The Element of the Month - Neptunium

Author: Simon Moorhouse
Date: Apr 27, 2016


Welcome to the 11th instalment of the Element of the Month – a regular feature on the Radleys blog.

As usual, we chose our element of the month by using a random number generator to produce a figure between 1 and 118 – the number of elements in the periodic table (that we know of).

This month we’re looking at atomic number 93, neptunium (Np).

Neptunium – The Key Facts

Neptunium is a radioactive metal in the actinide series.

Its name is derived from the planet Neptune. Neptune is the next planet out from the Sun after Uranus, just like neptunium is the next element in the periodic table after uranium.

This silvery solid is thought to have the widest difference of any element between its melting point (640°C) and boiling point (estimated at 4174°C).

Neptunium has three different possible allotropes (structures), depending on its temperature. It has five oxidation states, +3 to +7, each with a different colour in solution, ranging from violet to yellow green.

It has no stable isotopes. Instead, it has 20 radioisotopes with a range of half-lives and mass numbers 225 to 244. Its longest living isotope is neptunium-237, with a half-life of 2.14 million years.

The main use of neptunium-237 is in devices for detecting high-energy neutrons.

Neptunium is dangerous. As well as radioactive, it's also pyrophoric, capable of spontaneously catching fire at room temperature.

A Few Fascinating Facts about Neptunium

Neptunium was discovered in 1940 by Edwin McMillan and Philip H. Ableson at the Berkeley Radiation Laboratory in California. They synthesised neptunium-239 (half-life of two and half days) through bombarding uranium with neutrons from a cyclotron particle accelerator.

Neptunium was the first transuranium element, with an atomic mass heavier than uranium, once thought to be the heaviest element. 

McMillan and Ableson succeeded where others had failed – Enrico Fermi had previously reported generating element 93, and was even awarded the 1938 Nobel Prize in Physics partly for “for his demonstrations of the existence of new radioactive elements produced by neutron irradiation”, before embarrassingly evidence emerged that his data had been misinterpreted.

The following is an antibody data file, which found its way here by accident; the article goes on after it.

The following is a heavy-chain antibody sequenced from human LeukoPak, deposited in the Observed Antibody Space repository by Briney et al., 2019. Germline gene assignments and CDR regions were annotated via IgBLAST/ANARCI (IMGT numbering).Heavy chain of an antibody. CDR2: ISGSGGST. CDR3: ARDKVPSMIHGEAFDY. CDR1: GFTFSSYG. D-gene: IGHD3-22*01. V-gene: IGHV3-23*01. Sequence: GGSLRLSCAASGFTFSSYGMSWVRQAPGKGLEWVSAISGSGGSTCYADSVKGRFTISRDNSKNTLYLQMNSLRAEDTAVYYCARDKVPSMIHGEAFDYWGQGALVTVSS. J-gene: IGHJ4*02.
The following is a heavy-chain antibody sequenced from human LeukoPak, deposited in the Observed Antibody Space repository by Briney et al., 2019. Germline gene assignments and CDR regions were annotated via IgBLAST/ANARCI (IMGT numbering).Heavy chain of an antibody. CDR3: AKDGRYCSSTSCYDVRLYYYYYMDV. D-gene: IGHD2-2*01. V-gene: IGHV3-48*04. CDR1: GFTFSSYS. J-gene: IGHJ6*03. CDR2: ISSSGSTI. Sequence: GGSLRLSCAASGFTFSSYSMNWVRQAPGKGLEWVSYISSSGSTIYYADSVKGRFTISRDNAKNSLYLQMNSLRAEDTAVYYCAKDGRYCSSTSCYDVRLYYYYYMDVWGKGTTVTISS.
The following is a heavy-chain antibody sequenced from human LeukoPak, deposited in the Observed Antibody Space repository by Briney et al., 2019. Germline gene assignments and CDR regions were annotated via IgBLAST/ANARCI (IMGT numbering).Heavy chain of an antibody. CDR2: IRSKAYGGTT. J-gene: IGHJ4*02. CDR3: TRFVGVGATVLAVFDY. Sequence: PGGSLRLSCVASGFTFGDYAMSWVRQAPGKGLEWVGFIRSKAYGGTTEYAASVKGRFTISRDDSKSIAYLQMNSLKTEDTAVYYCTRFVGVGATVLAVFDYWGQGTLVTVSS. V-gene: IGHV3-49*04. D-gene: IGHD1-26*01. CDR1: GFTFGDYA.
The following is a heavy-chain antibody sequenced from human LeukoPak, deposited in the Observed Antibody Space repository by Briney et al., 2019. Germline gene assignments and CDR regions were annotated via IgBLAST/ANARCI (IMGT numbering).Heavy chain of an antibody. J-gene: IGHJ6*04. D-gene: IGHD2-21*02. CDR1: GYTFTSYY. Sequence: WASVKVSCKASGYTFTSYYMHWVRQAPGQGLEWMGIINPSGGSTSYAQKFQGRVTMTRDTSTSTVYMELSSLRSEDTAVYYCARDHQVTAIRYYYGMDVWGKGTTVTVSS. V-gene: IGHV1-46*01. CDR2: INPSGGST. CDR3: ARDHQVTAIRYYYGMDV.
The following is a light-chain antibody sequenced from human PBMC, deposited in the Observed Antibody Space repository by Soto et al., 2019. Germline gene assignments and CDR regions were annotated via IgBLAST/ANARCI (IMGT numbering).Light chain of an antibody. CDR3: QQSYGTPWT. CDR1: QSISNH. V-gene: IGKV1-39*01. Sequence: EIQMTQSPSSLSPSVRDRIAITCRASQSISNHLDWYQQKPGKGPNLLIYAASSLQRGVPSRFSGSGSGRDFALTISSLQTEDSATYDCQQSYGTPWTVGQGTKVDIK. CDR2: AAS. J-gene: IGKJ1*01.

It was once believed that neptunium could only be produced artificially, but it's since been discovered in trace amounts in uranium ores, where its presence can be attributed to decay. Most of today’s neptunium is a by-product of neutron irradiation of uranium in nuclear power reactors, and much of the neptunium present in the environment was generated by nuclear explosions.

Like its more famous neighbours in the periodic table, uranium and plutonium, neptunium can form the basis of an atomic bomb. The main reason it wasn't used in nuclear weapons is simply that uranium and plutonium research was already established before the relatively stable neptunium-237 isotope was discovered.

A key potential use of neptunium is to produce nuclear batteries for spacecraft, a topic we covered in this month’s Week in Chemistry blog post. It’s actually plutonium-238 that’s in these generators, its radioactive decay producing heat – a compact, reliable energy source that’s vital for many NASA missions. 

Plutonium-238 was originally obtained in the US from nuclear reactors, but after they were shut down, and supplies dwindled, NASA started looking for a new source. Scientists recently announced that they have succeeded in producing neptunium-238 by bombarding pellets of neptunium-237 oxide and aluminium with neutrons, which then transforms into the prized plutonium-238 by beta decay.

In a more everyday setting, you may find neptunium in your smoke detector – although it wasn't deliberately placed there. Ionisation-type smoke detectors use tiny amounts of the radioisotope americium-241, but thanks to alpha emissions, over time this decays into neptunium-237. In around 50 years, the radioactive component would be 10% neptunium.

So that’s neptunium – an elusive radioactive element that contributed to an arguably mistaken Nobel Prize, that could play an important role in spaceflight, and that may well be hiding in your home.

Join us next month, when we’ll be exposing californium to considerable scrutiny.

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